same day, DWG filed a motion to dismiss Chengdu's claims
against it, based on the plaintiffs' failure to correctly
identify it on the summons and complaint and the
plaintiffs' failure to correct the error in the amended
complaint. Then, while its motion was pending, DWG joined in
GAEMS's counterclaims against Chengdu and filed a cross
claim against Denny Wang, who, until that point, had not been
named as a party.
opposed the motion to dismiss and, in its pleading in
opposition to the motion, indicated its willingness to move
to amend its amended complaint to properly name all parties.
Nevertheless, on December 3, 2018, the trial court, without
explanation, granted DWG's motion to dismiss.
prior to entry of the dismissal order, Chengdu filed its
motion to reconsider the trial court's denial of its
motion to appoint a receiver. On the same day that the trial
court granted DWG's motion to dismiss, it also denied the
motion for reconsideration, stating:
THIS MATTER having come before the Court on Plaintiffs'
Motion for Reconsideration and/or Clarification of
Court's Denial of Motion to Appoint General Receiver (the
"Motion"), Motion is DENIED.*
This case was dismissed on December 3, 2018 for insufficiency
of service of process.
first assigns error to the trial court's dismissal of its
action on the stated basis of insufficient service of
process. This decision was erroneous, it asserts,
because a motion based on insufficient service of process is
an allegation that the trial court lacks personal
jurisdiction over the defendant, and any objection by DWG to
the trial court's personal jurisdiction over it was
waived when it sought affirmative relief in the form of a
cross claim. We agree.
service of the summons and complaint is a prerequisite to a
court's obtaining jurisdiction over a party."
Harvey v. Obermeit, 163 Wn.App. 311, 318, 261 P.3d
671 (2011). Whether service of process was proper is a
question of law that this court reviews de novo. Heinzig
v. Seok Hwang, 189 Wn.App. 304, 310, 354 P.3d 943
(2015). A party may waive a claim of lack of personal
jurisdiction by requesting the court to grant affirmative
relief. Grange Ins. Ass'n v. State, 110
Wn.2d 752, 765, 757 P.2d 933 (1988). As this court has
"[A] party, when he counterclaims, cross-claims, or
impleads a third party, is seeking affirmative relief and is
thereby invoking the jurisdiction of the court. He cannot at
the same time deny that jurisdiction."
Kuhlman Eguip. Co. v. Tammermatic, Inc., 29 Wn.App.
419, 424, 628 P.2d 851 (1981) (quoting Globig v. Greene
& Gust Co., 193 F.Supp. 544, 549 (E.D. Wis. 1961)).
matters not that the counterclaims asserted may have been of
the compulsory variety. Although the assertion of compulsory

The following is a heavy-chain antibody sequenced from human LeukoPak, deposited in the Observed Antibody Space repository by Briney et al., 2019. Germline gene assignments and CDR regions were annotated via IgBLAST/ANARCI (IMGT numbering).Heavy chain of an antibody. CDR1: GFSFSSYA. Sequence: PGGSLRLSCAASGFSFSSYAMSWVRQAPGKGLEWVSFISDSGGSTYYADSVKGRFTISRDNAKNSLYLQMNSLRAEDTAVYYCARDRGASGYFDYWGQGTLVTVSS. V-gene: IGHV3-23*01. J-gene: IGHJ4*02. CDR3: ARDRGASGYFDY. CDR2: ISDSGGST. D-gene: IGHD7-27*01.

counterclaims does not waive the defense of lack of personal
jurisdiction, Kuhlman Equip., 29 Wn.App. at 423-24
n.4, "[u]nder CR 13(g), the assertion of a cross claim
is permissive" as opposed to compulsory. Krikava v.
Webber, 43 Wn.App. 217, 221, 716 P.2d 916 (1986) (citing
Nautilus, Inc. v. Transamerica Title Ins. Co. of
Wash., 13 Wn.App. 345, 353, 534 P.2d 1388 (1975)).
By asserting its cross claim, DWG sought affirmative relief,
thus invoking the jurisdiction of the court. By invoking the
jurisdiction of the court, it waived its defense of lack of
personal jurisdiction over it. The trial court erred by not
next asserts that the trial court erred by declining to
appoint a receiver over GAEMS's affairs. This is so,
Chengdu argues, because documentation before the trial court
showed that the total of GAEMS's liabilities exceeded the
total of GAEMS's assets. For their part, GAEMS and
Decathlon dispute that this reflected the proper analysis to
determine whether GAEMS was solvent. Further, they correctly note
that solvency is not the sole consideration before a trial
court on a motion for appointment of a receiver, and the
trial court's discretion to appoint or not appoint a
receiver is not dependent solely on this measure. GAEMS and
Decathlon have the better arguments.
receiver is "a person appointed by the court as the
court's agent, and subject to the court's direction,
to take possession of, manage, or dispose of property of a
person." RCW 7.60.005(10). Washington statutes identify
40 circumstances in which a receiver may be appointed; in
almost every circumstance, the trial court must make the
determination that appointing a receiver "is reasonably
necessary and that other available remedies either are not
available or are inadequate." RCW 7.60.025(1). The
appropriate item in RCW 7.60.025's list of scenarios
provides for such appointment
(i) In an action against any person who is not an individual
. . . if that person is insolvent or is not generally paying
the person's debts as those debts become due unless they
are the subject of bona fide dispute, or ...